One of the pieces of research I did was looking into the fine print on my medical benefits package, which I had never really had to delve into too much. On that Saturday night, as we were getting ready to go out for a date night after the kids had gone to their dad's for the weekend, I brought it up to Doug. "I know we haven't really talked about this yet, but you know I've been reading up, and my insurance covers not only a mastectomy, but reconstruction as well, and even reductive surgery on the other side in order to make them match." It was the first thing I'd really said since I gave him the initial news. Once again he reassured me that how it all looked was not at all his primary concern, but I think we were both relieved for my sake that we had started the conversation finally, and that there was good news for helping me to feel like I would look 'normal' after all was said and done. After I told him my rationale for not having much of a conversation when the kids were home, I think it made more sense to him that I hadn't really acknowledged that just two days earlier I had dropped a pretty big bombshell on him out of the blue.
So then, the wait. Although Doug had offered to go with me to the biopsy on Tuesday, my good friend Mo offered. Since the biopsy was pretty much a solo deal--no meeting with a doctor, no decisions to be made, just moral support from the waiting room--we opted for Mo to go to this one. Not being thrilled about doctors or needles made this an especially nerve-wracking appointment, but I knew Mo had also been through that particular experience and it was a great sense of support for me just knowing that she knew what I was going to be doing. Although Doug would absolutely have been willing to go--and made it clear that he was completely on board to be at all the other appointments that were surely in my future--I am so thankful Mo was there. It took longer than I expected, and though it was an uncomfortable experience, because of the design of the table I never saw the needles or the actual process that was occurring. That's probably a good thing. The doctor who did the biopsy said he would call the next day with the results. I specifically remember him saying that when he called I was absolutely not to answer if I was driving. The poor man has probably had to give some pretty bad news to an awful lot of people, and I think he was cognizant that someone operating a vehicle while receiving that kind of news could result in erratic behavior behind the wheel. He assured me that if I was driving when I saw him call, he would still be there when I stopped or pulled over to call back.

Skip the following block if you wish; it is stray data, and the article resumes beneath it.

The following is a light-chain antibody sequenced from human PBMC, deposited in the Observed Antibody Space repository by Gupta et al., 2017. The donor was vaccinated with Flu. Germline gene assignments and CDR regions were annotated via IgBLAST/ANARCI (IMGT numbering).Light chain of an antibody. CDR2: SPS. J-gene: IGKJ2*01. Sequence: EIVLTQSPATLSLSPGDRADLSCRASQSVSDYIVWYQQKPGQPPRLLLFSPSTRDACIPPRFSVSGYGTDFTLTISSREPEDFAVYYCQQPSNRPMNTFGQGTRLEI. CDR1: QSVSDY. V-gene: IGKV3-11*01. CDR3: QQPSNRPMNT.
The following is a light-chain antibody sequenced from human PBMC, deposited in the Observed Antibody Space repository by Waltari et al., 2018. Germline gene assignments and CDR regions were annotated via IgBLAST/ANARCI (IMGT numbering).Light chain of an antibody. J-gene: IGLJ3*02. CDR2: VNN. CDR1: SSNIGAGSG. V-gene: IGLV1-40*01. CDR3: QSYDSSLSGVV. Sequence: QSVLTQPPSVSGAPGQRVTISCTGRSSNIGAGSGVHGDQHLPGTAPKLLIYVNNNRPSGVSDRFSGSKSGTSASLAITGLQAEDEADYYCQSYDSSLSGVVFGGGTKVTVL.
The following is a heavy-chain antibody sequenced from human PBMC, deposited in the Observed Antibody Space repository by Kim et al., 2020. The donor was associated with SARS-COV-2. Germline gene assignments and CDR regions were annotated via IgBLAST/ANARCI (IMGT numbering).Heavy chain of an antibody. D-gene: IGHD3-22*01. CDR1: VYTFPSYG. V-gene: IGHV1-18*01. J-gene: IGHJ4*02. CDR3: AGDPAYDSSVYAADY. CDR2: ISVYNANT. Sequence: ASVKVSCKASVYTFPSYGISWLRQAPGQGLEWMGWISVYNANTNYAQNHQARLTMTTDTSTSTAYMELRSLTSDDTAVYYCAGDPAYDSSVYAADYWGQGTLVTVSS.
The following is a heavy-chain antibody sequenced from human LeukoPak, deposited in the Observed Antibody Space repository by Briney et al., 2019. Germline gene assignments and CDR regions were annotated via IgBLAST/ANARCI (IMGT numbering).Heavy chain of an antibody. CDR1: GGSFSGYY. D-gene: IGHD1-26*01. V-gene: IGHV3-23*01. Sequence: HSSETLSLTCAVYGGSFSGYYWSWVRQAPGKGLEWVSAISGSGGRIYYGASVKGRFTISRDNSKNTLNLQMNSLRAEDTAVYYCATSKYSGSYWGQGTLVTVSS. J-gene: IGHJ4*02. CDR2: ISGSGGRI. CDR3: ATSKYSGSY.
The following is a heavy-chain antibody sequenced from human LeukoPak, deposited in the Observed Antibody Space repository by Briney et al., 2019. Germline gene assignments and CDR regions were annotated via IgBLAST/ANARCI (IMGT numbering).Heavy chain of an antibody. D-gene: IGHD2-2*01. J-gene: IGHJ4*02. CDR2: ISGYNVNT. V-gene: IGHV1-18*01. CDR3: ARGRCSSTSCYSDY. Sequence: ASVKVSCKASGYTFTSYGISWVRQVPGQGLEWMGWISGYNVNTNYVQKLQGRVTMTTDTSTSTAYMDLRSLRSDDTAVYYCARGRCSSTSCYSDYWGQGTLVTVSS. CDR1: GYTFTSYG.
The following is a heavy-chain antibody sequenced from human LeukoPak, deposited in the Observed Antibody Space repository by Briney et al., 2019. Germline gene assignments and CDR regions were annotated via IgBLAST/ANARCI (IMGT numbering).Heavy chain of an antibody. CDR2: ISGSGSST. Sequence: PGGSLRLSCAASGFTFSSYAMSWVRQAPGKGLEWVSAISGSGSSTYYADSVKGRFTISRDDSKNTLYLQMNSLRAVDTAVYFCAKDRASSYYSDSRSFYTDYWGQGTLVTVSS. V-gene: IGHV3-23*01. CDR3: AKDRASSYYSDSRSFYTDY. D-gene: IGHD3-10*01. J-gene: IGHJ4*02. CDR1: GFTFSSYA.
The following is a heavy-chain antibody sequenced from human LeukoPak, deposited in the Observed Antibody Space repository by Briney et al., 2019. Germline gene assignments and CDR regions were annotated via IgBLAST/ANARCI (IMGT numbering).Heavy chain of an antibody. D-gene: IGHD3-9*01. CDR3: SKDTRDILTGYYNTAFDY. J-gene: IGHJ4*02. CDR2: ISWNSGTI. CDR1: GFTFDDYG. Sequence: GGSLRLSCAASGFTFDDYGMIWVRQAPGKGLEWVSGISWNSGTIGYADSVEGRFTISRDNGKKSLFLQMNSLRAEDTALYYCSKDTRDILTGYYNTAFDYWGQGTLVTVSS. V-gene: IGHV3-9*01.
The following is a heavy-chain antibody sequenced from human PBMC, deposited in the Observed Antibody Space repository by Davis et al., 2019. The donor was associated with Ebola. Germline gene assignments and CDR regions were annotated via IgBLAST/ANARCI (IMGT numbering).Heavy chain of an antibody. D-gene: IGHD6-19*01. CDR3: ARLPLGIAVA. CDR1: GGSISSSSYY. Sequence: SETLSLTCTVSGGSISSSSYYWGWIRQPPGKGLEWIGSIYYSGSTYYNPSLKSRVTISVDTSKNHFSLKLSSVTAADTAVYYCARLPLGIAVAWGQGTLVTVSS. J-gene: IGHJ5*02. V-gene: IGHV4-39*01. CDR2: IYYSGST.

As promised, he called back the next afternoon. I was in a meeting but was anticipating the call, so when it came, I stepped out of the room. The doctor's first question? "Are you driving?" And then he told me, on Wednesday afternoon, October 14th, that I had tested positive for cancer. He was kind and compassionate, but reiterated what he had suspected when he told me the previous day that he was fairly certain what we were dealing with was DCIS--ductal carcinoma in-situ. That meant nothing to me. All I really heard was I had cancer. It was verified. He then told me that a surgeon had already been assigned to me, as well as a plastic surgeon, an oncologist, and radiation oncologist, a geneticist, and a nurse advocate. The nurse advocate would call me the next day to set up my appointment to go over all my options for treatment, which she did. My appointment was on Friday afternoon of that week. As luck would have it, my oldest daughter was coming home from San Diego that Friday night to visit her grandmother, who was in town. A Friday afternoon meeting with my team would mean that I would have a game plan in place. Friday night, when we picked up Bree from the airport, we would take all the kids somewhere and let them know what was going on. Not the kind of homecoming I wanted for her, but it's definitely not the kind of news I'd want to give her over the phone. All three of the kids would learn about my upcoming journey in person, all at once.